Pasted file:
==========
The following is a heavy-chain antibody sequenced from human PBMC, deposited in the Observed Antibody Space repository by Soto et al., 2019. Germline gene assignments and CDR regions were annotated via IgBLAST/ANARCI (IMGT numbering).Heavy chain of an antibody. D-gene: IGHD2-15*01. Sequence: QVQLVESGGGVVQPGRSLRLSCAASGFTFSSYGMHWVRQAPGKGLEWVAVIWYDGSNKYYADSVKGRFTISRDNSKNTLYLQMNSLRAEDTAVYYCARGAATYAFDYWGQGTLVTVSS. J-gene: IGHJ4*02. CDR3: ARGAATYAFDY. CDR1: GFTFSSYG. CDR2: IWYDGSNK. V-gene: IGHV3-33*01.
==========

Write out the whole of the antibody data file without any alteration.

The following is a heavy-chain antibody sequenced from human PBMC, deposited in the Observed Antibody Space repository by Soto et al., 2019. Germline gene assignments and CDR regions were annotated via IgBLAST/ANARCI (IMGT numbering).Heavy chain of an antibody. D-gene: IGHD2-15*01. Sequence: QVQLVESGGGVVQPGRSLRLSCAASGFTFSSYGMHWVRQAPGKGLEWVAVIWYDGSNKYYADSVKGRFTISRDNSKNTLYLQMNSLRAEDTAVYYCARGAATYAFDYWGQGTLVTVSS. J-gene: IGHJ4*02. CDR3: ARGAATYAFDY. CDR1: GFTFSSYG. CDR2: IWYDGSNK. V-gene: IGHV3-33*01.